This blog is performing an amazing function, and none of us knows exactly how much good it’s doing but I suspect it to be a lot. ( Sometimes it even makes me laugh.)

      Don’t abandon it.

      Like

    2. Hope you are doing ok Catlover and please continue to post comments and participate if you feel moved to do so – I think we all bring a different flavour to the blog which makes it a more stimulating experience 🙂

      Like

  16. @ Yesnow

    Please comment, but don’t worry about “correct” English, it doesn’t really exist, and yours is perfectly easy to understand. Language is fluid and always evolving, and I don’t think anyone here cares about spelling, grammar and syntax anyway.

    ( Sorry this isn’t below your comment, there wasn’t a reply tag )

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    1. @pete Thank you very much. In this context i remember: Mr. Lakars english is really good, and he hardly ever could resist to redicule the non native english speaking persons in his retreats. He could imitate the different dialects ( especially German😉)behind your english spoken comment quite funny, but after many years looking from outside at the always intense “lama and his audience”- athmosphere i think, it was not only funny -it was also another skillfull tool to strenghten/to assure his power as the big chef on stage whenever he needed. surely for many people including me it felt like wearing an unvisible muzzle. If you wanted to say something what was not conform to dharmic rigpa party line you had to expect, that he redicules you in front of hundreds of people because of your inability speaking confident english. When you said fine emotional words of understanding and gratitude you had no need to worry, no matter how bad or broken your english was. In retrospect it feels a little bit like Pavlovian fear conditioning.

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  17. @ Yesnow

    “Pavlovian fear conditioning”….that’s exactly what it was. Everything he did was to demonstrate his power and dominance……very primtive stuff.

    His english was good, but not that good, and his vocabulary was limited. That’s why he needed two educated people to write the book, which doesn’t read in the same way as he speaks. Neither does any of his material from Rigpa, it’s all polished to make him seem far more sophisticated then he is. Part of the illusion.

    Like most lamas, he was never particularly interested in European culture and was actively contemptuous about anything western he saw as vaguely intellectual. Probably he found it threatening.

    The only newspaper I ever saw him read was ‘The Sun’…the very worst example of what we call “the gutter press”: a large picture of a half-naked woman on page 3, sexist, racist, nationalist and and bigoted, with no words above the reading age of a 7 year old.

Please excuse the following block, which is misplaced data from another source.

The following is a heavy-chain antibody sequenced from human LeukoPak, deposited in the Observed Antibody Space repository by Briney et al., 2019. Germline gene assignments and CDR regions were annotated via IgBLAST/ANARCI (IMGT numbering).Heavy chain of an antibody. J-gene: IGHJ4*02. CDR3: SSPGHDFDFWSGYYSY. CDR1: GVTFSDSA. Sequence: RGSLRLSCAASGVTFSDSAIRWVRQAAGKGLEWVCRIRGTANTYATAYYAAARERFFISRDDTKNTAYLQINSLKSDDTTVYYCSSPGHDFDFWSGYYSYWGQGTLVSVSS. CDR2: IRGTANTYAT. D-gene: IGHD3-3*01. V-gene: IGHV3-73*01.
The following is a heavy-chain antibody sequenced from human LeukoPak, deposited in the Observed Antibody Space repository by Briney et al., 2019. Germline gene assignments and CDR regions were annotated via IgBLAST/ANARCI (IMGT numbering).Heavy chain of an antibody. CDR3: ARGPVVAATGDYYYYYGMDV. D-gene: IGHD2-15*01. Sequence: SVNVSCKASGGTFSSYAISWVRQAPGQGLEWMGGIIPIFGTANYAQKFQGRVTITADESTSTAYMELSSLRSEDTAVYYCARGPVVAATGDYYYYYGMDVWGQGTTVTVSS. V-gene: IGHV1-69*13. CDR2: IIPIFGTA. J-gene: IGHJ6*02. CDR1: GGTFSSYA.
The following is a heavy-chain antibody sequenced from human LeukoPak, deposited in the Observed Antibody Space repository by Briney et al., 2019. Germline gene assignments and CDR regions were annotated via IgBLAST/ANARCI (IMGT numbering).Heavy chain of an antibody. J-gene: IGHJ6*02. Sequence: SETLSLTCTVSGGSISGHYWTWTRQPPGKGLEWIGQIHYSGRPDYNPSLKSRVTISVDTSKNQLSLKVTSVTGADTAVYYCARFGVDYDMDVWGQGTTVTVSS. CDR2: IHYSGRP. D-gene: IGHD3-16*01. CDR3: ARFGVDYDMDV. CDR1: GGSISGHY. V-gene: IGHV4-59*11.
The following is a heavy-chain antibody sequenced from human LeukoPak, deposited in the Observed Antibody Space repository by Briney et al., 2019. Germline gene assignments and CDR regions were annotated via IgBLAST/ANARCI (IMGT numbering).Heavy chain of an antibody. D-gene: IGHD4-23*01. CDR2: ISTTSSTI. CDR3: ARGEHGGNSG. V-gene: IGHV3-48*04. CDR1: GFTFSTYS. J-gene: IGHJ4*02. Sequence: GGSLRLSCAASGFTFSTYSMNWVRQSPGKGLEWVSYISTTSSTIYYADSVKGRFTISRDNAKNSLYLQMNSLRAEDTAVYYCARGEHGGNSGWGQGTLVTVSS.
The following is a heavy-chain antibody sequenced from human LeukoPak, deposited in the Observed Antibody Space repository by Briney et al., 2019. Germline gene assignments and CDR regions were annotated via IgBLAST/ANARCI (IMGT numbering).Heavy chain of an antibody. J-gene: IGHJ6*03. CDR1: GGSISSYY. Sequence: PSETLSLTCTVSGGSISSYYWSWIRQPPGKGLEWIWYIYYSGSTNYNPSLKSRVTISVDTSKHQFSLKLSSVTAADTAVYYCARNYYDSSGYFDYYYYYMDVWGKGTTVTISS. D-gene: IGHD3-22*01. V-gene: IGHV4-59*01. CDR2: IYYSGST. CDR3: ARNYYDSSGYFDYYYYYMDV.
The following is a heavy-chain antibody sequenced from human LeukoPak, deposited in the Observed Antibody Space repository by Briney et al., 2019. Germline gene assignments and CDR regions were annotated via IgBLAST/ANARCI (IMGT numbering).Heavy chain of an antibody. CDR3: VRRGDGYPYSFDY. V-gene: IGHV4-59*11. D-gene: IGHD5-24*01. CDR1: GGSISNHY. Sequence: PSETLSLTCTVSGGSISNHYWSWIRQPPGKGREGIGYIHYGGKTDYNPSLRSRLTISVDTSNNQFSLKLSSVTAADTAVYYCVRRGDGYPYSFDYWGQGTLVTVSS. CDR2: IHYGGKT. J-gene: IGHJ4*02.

He believed what he read as well, because he once told us that the British Peace movement campaigning against nuclear weapons was entirely controlled and financed by the Russian government.

    When I think back about the respect I used to have for such an ignorant, nasty individual, it makes me realise exactly how stupid and naive religious belief made me.

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  18. @Pete Cowell and Yesnow

    During the last retreat in Amsterdam (2017) he did the same to a Chinese lady who was one of the three, who were from Hong Kong, visiting the retreat in Amsterdam. They were studying here in the Netherlands.
    This lady expressed her gratitude for meeting him as another incarnation of Terton Sogyal.
    In some way she was linked to the incarnation of Terton Sogyal, who lived in Tibet.
    She also expressed her hope that the two sangha’s could cooperate in future.
    If was during this or a second conversation at the retreat, I don’t recall very well, that
    SL took her by surprise by saying she should learn to speak better English; she was shocked but could reply him by saying she thought her English was pretty well, which was the case.
    As Dutchman I could understand her but, but SL said he could not.
    An hour later she fainted, if there is a causal relation I don’t know, but the lady showed respect and gratitude towards Tibetan Buddhism, while SL was behaving crude. His behaviour could have nothing to do with being her Vajra master, because he wasn’t her teacher. It was nasty to see, it is just group manipulation.

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    1. And not to forget: 10 and more years age did Sogyal already develop a increasing hearing difficulty, which he always ignored. Instead he insulted people of talking improper.

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        1. Perhaps Rigpa even in the local sangha’s is not so safe as it looks like, wherne people don’t support each other when somen one is ” attacked”.
          I am trying to answer my own question

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          1. @ Jan de Vries

            For me, this is the key issue. If we create a safe space for one another, then things will change.